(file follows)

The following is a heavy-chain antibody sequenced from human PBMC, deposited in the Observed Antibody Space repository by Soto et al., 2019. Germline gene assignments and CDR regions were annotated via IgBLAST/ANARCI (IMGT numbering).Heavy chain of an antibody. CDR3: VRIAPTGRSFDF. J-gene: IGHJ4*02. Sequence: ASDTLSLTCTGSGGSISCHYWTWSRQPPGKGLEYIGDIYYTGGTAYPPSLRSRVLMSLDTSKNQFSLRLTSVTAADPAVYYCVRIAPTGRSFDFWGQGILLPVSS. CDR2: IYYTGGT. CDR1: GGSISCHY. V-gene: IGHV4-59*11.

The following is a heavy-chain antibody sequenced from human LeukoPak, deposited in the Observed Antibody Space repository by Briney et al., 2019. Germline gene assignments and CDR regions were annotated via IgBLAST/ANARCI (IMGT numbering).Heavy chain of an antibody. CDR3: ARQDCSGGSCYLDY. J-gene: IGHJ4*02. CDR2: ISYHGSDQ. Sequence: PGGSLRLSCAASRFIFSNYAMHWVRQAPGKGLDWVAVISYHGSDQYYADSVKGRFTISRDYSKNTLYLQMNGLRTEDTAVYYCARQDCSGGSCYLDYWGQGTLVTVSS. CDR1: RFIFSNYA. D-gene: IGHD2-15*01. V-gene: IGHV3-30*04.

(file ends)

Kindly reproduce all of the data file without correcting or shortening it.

The following is a heavy-chain antibody sequenced from human PBMC, deposited in the Observed Antibody Space repository by Soto et al., 2019. Germline gene assignments and CDR regions were annotated via IgBLAST/ANARCI (IMGT numbering).Heavy chain of an antibody. CDR3: VRIAPTGRSFDF. J-gene: IGHJ4*02. Sequence: ASDTLSLTCTGSGGSISCHYWTWSRQPPGKGLEYIGDIYYTGGTAYPPSLRSRVLMSLDTSKNQFSLRLTSVTAADPAVYYCVRIAPTGRSFDFWGQGILLPVSS. CDR2: IYYTGGT. CDR1: GGSISCHY. V-gene: IGHV4-59*11.

The following is a heavy-chain antibody sequenced from human LeukoPak, deposited in the Observed Antibody Space repository by Briney et al., 2019. Germline gene assignments and CDR regions were annotated via IgBLAST/ANARCI (IMGT numbering).Heavy chain of an antibody. CDR3: ARQDCSGGSCYLDY. J-gene: IGHJ4*02. CDR2: ISYHGSDQ. Sequence: PGGSLRLSCAASRFIFSNYAMHWVRQAPGKGLDWVAVISYHGSDQYYADSVKGRFTISRDYSKNTLYLQMNGLRTEDTAVYYCARQDCSGGSCYLDYWGQGTLVTVSS. CDR1: RFIFSNYA. D-gene: IGHD2-15*01. V-gene: IGHV3-30*04.